It is sometimes said, “If I hadn’t seen it with my own eyes, I never would have believed it.”
Perception bias is the reverse: “If I hadn’t believed it, I never would have seen it with my own eyes.”
Imagine that in the U.S., the Supreme Court selected its own members, and that all other judges were selected by a judicial committee. Imagine that the Senate had no power to confirm or reject the judiciary’s selections, and the only role played by the President was non-discretionary, to sign judicial certificates of appointment.
Imagine further that the functions of investigating and prosecuting crimes were assumed by the judiciary, and performed by specially designated judges.
Imagine that the judiciary jealously guarded judicial independence, and developed a history of striking down laws enacted by the Congress and signed by the President, and even ordered the dissolution of multiple legislatures.
Imagine that over time, after decades of such institutional autonomy and power, the judiciary evolved internally from an elite to a class, almost a caste.
Now, imagine that there were a series of controversial criminal cases investigated and prosecuted by judicial officers, and in many of those cases trial judges entered highly controversial and politically inflammatory convictions and harsh sentences. Imagine that those controversial convictions were fairly consistently reversed on appeal.
Imagine further that foreign news media, political commentators, and even some powerful political leaders not only expressed outrage over those controversial convictions and sentences, but claimed the judges involved were implementing the policies and will of the President, who should be held personally accountable because, after all, the judges involved were all Presidential appointees.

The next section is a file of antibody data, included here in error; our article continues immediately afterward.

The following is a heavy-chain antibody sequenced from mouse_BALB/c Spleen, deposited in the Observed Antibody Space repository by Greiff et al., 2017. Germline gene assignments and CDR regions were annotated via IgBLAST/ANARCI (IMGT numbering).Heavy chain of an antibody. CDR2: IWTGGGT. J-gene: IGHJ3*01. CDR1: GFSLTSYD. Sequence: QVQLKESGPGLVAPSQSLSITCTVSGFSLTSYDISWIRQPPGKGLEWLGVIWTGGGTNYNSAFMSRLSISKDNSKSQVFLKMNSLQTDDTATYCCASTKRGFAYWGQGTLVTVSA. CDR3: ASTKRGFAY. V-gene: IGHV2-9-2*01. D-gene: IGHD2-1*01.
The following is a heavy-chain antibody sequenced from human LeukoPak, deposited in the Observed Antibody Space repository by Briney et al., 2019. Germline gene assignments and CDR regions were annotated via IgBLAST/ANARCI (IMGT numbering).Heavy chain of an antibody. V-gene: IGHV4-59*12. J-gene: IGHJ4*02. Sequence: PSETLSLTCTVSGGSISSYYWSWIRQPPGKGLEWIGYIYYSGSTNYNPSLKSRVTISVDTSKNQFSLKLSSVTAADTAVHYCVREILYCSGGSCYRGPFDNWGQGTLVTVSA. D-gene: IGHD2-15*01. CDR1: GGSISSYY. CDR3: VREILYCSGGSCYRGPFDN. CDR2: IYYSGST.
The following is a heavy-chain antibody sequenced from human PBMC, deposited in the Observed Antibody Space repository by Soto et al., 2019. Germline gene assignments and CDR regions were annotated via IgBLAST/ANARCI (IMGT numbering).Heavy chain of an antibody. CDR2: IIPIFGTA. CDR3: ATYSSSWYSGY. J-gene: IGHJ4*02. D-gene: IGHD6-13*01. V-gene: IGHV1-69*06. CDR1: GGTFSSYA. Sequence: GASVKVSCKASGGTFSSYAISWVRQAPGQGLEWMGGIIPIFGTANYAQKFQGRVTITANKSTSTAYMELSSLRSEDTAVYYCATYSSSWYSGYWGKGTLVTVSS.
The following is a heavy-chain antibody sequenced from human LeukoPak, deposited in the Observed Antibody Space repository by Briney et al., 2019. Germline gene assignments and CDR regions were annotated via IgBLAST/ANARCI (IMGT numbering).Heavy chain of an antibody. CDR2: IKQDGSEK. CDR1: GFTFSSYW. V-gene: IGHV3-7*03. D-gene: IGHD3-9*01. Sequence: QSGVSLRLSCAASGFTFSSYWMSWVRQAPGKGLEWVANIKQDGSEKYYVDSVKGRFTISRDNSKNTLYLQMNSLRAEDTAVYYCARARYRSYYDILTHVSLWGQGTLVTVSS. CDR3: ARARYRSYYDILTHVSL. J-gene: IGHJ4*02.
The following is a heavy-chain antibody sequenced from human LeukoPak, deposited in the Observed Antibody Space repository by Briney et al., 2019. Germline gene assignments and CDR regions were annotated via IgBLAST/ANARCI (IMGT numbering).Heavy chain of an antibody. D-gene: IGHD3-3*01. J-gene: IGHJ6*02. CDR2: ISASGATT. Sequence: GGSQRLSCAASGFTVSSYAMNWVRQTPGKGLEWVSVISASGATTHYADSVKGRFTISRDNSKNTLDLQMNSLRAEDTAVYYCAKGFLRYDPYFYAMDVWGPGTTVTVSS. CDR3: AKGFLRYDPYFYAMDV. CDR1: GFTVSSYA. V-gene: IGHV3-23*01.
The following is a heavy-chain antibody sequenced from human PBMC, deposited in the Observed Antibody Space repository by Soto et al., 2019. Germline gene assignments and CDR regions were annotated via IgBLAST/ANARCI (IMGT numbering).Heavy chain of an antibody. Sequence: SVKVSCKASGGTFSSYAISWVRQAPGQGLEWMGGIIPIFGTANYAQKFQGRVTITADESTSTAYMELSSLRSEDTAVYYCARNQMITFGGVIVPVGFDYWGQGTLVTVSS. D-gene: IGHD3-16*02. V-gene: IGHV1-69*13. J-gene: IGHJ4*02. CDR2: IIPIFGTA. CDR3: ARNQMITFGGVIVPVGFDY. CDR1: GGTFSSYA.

And imagine that, in contrast to that foreign criticism, the President received no corresponding credit for the fairly consistent reversal of the controversial convictions on appeal.
Do you think that if such a scenario were real, the President, Cabinet officers, members of Congress, and the general public in the U.S. would have a legitimate basis to believe those foreign news media, political commentators, and political figures were uninformed or biased, or both?
What if such a gap between perception and reality were allowed to shape foreign policy and the bi-lateral relationships between nations?
Now, consider that in Egypt the essential features of that imaginary scenario are real.
We all suffer from perception bias. And, the more unbiased and objective we tell ourselves and others we are, the more prone we probably are to it (“Exhibit A” being our perception of being unbiased). Unfortunately, the antidote usually requires much more than recognition.
Richards Heuer Jr., a noted authority on critical thinking and analytic reasoning, observed: “Cognitive biases are similar to optical illusions in that the error remains compelling even when one is fully aware of its nature. Awareness of the bias, by itself, does not produce a more accurate perception.”